CALCUTTA, India (AP) -- Authorities used boats to ferry food and drinking water to hundreds of thousands of villagers cut off by monsoon floods that have killed at least 29 people in the past week in eastern India, officials said Wednesday.
Local authorities also sought to use air force helicopters to drop supplies to more than 50,000 people stranded in nearly 200 villages in West Bengal state where the flooded Keleghai river cut off road links, said Kalyan Mitra, a district official. The affected villages in West Midnapore district are about 105 miles west of Calcutta, the capital of West Bengal state.
About 200 soldiers were also using speedboats to evacuate villagers to higher ground in the district, Mitra told The Associated Press.
Flood waters left another 200,000 people marooned in nearly 300 villages in neighboring Orissa state, said Manmohan Samal, the state revenue minister.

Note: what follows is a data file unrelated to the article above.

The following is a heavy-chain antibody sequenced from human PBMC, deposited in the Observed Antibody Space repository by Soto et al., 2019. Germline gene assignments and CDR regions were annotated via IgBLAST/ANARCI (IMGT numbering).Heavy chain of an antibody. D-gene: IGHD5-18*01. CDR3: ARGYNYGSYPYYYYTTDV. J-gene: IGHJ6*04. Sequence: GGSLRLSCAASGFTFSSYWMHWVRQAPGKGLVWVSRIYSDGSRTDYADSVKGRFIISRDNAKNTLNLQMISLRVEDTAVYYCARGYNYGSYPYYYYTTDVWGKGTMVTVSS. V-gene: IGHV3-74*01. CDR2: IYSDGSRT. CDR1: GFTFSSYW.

In both states, boats were being used to carry essential supplies to villagers, the officials said.
Nineteen deaths were reported from mudslides and house collapses in Arunachal Pradesh state, eight in Assam state and two in West Bengal state in the past week.
However, water has started receding in the worst-hit Lakhimpur district in Assam state following a respite from rain Tuesday, allowing hundreds of villagers to return to their homes, said Bhumidar Barman, the state revenue minister.
More than 400,000 people have been affected by floods in two districts in northern Assam, Barman said.
Teams of doctors and paramedics left for 100 makeshift relief camps in the two districts to prevent the outbreak of malaria, dengue fever, cholera and other waterborne diseases, he said.
Assam is prone to flooding. Last year, millions of people were forced to evacuate their homes after floods.
Monsoon rains usually hit India from June to September.
The rains are crucial for farmers whose crops feed hundreds of millions of people, but also bring massive destruction across the country. Every year, thousands of people are killed by flooding, collapsing houses and other rain-related incidents.